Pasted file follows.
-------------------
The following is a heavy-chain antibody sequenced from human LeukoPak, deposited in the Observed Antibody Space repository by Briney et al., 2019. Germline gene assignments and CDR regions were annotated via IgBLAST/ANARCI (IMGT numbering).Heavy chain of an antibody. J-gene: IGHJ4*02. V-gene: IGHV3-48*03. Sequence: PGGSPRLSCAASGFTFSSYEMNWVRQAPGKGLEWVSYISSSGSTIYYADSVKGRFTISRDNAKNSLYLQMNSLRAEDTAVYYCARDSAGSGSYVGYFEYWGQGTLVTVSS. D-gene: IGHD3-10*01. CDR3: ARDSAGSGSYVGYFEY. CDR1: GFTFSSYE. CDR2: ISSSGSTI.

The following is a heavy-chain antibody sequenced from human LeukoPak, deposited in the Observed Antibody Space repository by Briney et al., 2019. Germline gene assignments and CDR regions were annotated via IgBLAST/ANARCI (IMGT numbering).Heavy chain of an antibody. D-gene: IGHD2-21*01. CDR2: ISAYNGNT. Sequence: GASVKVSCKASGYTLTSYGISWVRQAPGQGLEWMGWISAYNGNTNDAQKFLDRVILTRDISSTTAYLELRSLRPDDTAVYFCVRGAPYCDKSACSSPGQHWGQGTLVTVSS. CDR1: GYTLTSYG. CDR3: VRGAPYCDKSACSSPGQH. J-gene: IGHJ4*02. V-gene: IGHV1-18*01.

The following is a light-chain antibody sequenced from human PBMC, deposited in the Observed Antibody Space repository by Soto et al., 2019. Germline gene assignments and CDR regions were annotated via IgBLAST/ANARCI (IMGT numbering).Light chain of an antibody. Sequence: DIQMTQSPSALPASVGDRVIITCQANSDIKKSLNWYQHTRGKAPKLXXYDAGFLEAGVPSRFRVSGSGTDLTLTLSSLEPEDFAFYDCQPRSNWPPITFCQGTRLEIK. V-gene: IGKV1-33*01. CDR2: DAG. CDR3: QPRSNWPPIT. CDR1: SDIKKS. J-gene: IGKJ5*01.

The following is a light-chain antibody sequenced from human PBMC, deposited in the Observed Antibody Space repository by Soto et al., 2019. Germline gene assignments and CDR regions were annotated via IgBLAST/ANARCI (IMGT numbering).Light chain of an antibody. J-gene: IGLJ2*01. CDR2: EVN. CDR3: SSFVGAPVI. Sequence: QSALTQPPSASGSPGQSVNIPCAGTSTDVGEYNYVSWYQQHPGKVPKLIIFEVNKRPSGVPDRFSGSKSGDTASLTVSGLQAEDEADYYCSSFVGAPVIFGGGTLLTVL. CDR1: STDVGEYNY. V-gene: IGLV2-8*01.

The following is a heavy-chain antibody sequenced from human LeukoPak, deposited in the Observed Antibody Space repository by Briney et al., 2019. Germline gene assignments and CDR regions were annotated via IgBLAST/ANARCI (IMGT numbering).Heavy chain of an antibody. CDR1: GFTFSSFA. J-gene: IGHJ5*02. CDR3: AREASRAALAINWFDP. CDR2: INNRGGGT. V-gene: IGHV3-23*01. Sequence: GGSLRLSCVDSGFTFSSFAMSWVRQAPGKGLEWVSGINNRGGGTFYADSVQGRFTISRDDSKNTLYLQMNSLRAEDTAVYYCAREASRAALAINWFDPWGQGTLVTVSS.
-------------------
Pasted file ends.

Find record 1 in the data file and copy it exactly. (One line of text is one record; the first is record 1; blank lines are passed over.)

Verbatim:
The following is a heavy-chain antibody sequenced from human LeukoPak, deposited in the Observed Antibody Space repository by Briney et al., 2019. Germline gene assignments and CDR regions were annotated via IgBLAST/ANARCI (IMGT numbering).Heavy chain of an antibody. J-gene: IGHJ4*02. V-gene: IGHV3-48*03. Sequence: PGGSPRLSCAASGFTFSSYEMNWVRQAPGKGLEWVSYISSSGSTIYYADSVKGRFTISRDNAKNSLYLQMNSLRAEDTAVYYCARDSAGSGSYVGYFEYWGQGTLVTVSS. D-gene: IGHD3-10*01. CDR3: ARDSAGSGSYVGYFEY. CDR1: GFTFSSYE. CDR2: ISSSGSTI.